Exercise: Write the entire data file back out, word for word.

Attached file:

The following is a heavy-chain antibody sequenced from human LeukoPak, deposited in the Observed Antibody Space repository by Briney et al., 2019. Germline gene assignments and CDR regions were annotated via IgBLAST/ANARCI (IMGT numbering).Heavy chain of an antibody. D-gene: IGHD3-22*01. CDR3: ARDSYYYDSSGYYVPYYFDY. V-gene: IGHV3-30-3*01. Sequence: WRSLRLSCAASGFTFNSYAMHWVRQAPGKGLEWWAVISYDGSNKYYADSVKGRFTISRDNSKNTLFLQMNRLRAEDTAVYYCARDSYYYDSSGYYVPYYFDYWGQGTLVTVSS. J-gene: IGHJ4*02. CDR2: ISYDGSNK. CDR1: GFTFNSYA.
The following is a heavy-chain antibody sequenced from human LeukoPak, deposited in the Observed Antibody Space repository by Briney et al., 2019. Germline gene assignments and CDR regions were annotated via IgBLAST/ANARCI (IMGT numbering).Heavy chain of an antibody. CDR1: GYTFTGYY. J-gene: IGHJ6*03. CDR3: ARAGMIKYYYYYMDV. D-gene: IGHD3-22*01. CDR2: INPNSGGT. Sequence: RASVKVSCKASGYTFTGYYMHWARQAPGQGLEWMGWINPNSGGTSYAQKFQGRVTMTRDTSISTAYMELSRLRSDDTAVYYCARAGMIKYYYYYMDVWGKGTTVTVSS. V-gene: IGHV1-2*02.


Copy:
The following is a heavy-chain antibody sequenced from human LeukoPak, deposited in the Observed Antibody Space repository by Briney et al., 2019. Germline gene assignments and CDR regions were annotated via IgBLAST/ANARCI (IMGT numbering).Heavy chain of an antibody. D-gene: IGHD3-22*01. CDR3: ARDSYYYDSSGYYVPYYFDY. V-gene: IGHV3-30-3*01. Sequence: WRSLRLSCAASGFTFNSYAMHWVRQAPGKGLEWWAVISYDGSNKYYADSVKGRFTISRDNSKNTLFLQMNRLRAEDTAVYYCARDSYYYDSSGYYVPYYFDYWGQGTLVTVSS. J-gene: IGHJ4*02. CDR2: ISYDGSNK. CDR1: GFTFNSYA.
The following is a heavy-chain antibody sequenced from human LeukoPak, deposited in the Observed Antibody Space repository by Briney et al., 2019. Germline gene assignments and CDR regions were annotated via IgBLAST/ANARCI (IMGT numbering).Heavy chain of an antibody. CDR1: GYTFTGYY. J-gene: IGHJ6*03. CDR3: ARAGMIKYYYYYMDV. D-gene: IGHD3-22*01. CDR2: INPNSGGT. Sequence: RASVKVSCKASGYTFTGYYMHWARQAPGQGLEWMGWINPNSGGTSYAQKFQGRVTMTRDTSISTAYMELSRLRSDDTAVYYCARAGMIKYYYYYMDVWGKGTTVTVSS. V-gene: IGHV1-2*02.